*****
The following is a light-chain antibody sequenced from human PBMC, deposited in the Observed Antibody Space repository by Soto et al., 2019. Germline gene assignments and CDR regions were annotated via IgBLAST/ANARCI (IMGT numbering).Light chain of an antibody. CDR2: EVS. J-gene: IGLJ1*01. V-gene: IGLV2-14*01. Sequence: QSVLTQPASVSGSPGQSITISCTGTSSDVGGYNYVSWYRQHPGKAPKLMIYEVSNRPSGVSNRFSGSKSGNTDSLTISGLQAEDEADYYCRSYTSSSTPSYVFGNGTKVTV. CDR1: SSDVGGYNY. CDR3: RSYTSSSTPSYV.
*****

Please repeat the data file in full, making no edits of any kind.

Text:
The following is a light-chain antibody sequenced from human PBMC, deposited in the Observed Antibody Space repository by Soto et al., 2019. Germline gene assignments and CDR regions were annotated via IgBLAST/ANARCI (IMGT numbering).Light chain of an antibody. CDR2: EVS. J-gene: IGLJ1*01. V-gene: IGLV2-14*01. Sequence: QSVLTQPASVSGSPGQSITISCTGTSSDVGGYNYVSWYRQHPGKAPKLMIYEVSNRPSGVSNRFSGSKSGNTDSLTISGLQAEDEADYYCRSYTSSSTPSYVFGNGTKVTV. CDR1: SSDVGGYNY. CDR3: RSYTSSSTPSYV.